Breast augmentations are performed under general anesthesia to create a controlled environment focused on patient safety. My operating room is a state-certified surgery center contained within our office, this makes the whole experience so convenient. Your consultation, surgery, and post-op visits are all in the same place with the same staff.
The duration of the surgery is about 1-2 hours depending on the nuances of the patient needs and goals. I take many precautions in the operating room to minimize risk for bleeding and infection (the two main risks associated with breast augmentations). The breast implant pocket is dissected carefully with cautery in order to prevent and minimize bleeding - this also helps with swelling. I wash the breast implant pocket with antibiotics + betadine solution, use nipple shields, change my gloves before handling the implant, and take many other precautions in the operating room in order to minimize risk. There are many carefully planned details during the breast augmentation that all contribute to a relatively low risk procedure.
The experience of pain after a breast augmentation is usually due to the muscle being stretched. I have found that women tolerate this differently. Some women feel fantastic as soon as the anesthesia is out of their system and I have to beg them to restrict their activity. Other women struggle a bit more with the muscle tightness and require several days of pain medication before the pec muscle gives up and they are comfortable enough to move freely.
After a breast augmentation you must wear your post-operative compressive bra at all times for 6-8 weeks. At your first clinic visit I will graduate you to a bra of your choosing if it meets the requirements. Some women need to wear a breast band over the top of the breasts after surgery to help encourage the implants to drop into a natural position.
Exercise After Breast Implants
You will be able to resume light cardio activity at 2 weeks, and from 6-8 weeks slowly progress from light weight-bearing to your pre-operative workout routine. If your implants are under the muscle then there is no real role for focused chest-exercises in your lifetime. Shoulders/back/arms should be unaffected and you should not have any restrictions after 8 weeks of healing. If you are a body builder then I will evaluate you to assess if you have enough breast tissue to perform a safe breast augmentation above the muscle.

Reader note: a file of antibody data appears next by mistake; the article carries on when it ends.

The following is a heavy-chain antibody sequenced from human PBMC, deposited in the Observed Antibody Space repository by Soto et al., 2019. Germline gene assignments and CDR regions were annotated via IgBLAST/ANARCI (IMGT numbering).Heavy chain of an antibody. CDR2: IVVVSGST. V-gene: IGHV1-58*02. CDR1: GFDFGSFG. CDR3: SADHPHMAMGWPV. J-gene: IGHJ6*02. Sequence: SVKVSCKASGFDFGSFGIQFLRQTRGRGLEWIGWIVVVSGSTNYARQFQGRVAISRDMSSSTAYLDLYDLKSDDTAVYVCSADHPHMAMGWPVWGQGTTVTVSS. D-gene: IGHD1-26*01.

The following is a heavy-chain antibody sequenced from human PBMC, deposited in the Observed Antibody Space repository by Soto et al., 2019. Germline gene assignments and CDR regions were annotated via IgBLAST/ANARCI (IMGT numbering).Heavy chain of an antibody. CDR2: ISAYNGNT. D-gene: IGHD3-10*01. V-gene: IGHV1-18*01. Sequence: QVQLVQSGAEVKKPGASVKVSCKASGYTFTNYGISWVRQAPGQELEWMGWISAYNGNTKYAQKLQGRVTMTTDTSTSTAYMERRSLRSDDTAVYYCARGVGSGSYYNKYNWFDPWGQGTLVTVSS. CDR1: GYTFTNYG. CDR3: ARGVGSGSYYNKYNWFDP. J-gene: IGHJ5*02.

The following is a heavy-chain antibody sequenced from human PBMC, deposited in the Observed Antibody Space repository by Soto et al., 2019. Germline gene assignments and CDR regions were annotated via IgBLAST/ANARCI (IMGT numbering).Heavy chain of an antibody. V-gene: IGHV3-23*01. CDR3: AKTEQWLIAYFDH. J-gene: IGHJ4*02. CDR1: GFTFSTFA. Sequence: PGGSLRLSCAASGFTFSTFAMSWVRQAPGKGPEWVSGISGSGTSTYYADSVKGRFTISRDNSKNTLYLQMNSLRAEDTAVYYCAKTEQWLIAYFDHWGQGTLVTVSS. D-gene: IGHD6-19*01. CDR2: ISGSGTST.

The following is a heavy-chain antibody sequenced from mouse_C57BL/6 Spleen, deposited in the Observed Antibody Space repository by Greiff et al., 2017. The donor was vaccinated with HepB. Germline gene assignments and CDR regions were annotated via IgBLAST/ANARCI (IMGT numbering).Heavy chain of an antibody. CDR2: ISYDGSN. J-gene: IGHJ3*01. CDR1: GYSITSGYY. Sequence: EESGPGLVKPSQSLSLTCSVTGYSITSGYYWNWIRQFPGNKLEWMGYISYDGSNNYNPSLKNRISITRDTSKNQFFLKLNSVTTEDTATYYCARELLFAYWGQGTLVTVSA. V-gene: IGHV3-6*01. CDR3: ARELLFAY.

Special Medications After Breast Implants
In my practice I routinely recommend Vitamin E oral supplements after breast surgery. This supplement has been studied in patients with fibrocystic breast changes and is known to help with breast pain/tenderness. My mentors in breast surgery are big believers in this supplement and so I adopted this practice early on.
Montelukast aka Singulair
Montelukast reduces airway inflammation and is prescribed for allergies and asthma. Why does this have any relevance in breast surgery? There is good evidence to support off-label use of this drug helps prevent/treat early capsular contracture. It makes sense that if capsular contracture is just a very robust scar formed from inflammation, then an anti-inflammatory medication could help keep the breast capsule soft. I prescribe 90 days of montelukast after every breast augmentation. This is another practice I adopted from my mentors in aesthetic breast surgery. At the end of the day, if an ethical breast surgeon with 20+ years of experience believes in the validity of a medicine or method, then that is the sort of data I believe in. Because of this I recommend that all of my breast augmentation patients take 90 days of montelukast. If the patient has a strong history of depression/anxiety I counsel them that there is a warning associated with the medication that there is a possible association with abrupt worsening of mental health and I offer to let the patient decline use or self-monitor for changes in mental health status.
Contemplating any aesthetic surgery can be daunting. Women often put family needs above their own and will feel guilty investing family resources in their own breast surgery. I’ve seen this conflict of guilt in many of my patients so if you feel this way, you are not alone, but there is no better investment than your own confidence. It may seem trivial and vain to others, but as a woman who has had breast surgery, I know that it can change your life in a very meaningful way.
Here’s to choosing how we age, on our own terms!
Dr. Lindsey Tavakolian, MD
This Week at Highland Park Plastic Surgery Center
I sat down with my good friend Misty and talked about breast implants from the perspective of patient and plastic surgeon. Misty had a breast augmentation 8 years ago and came to my office with questions about implant management and future surgical options. We wanted to make this conversation accessible for women who have these common questions. Listen as we talk about breast implant surgery, navigating “breast implant illness”, when to replace implants, and how to approach family-planning and breast surgery.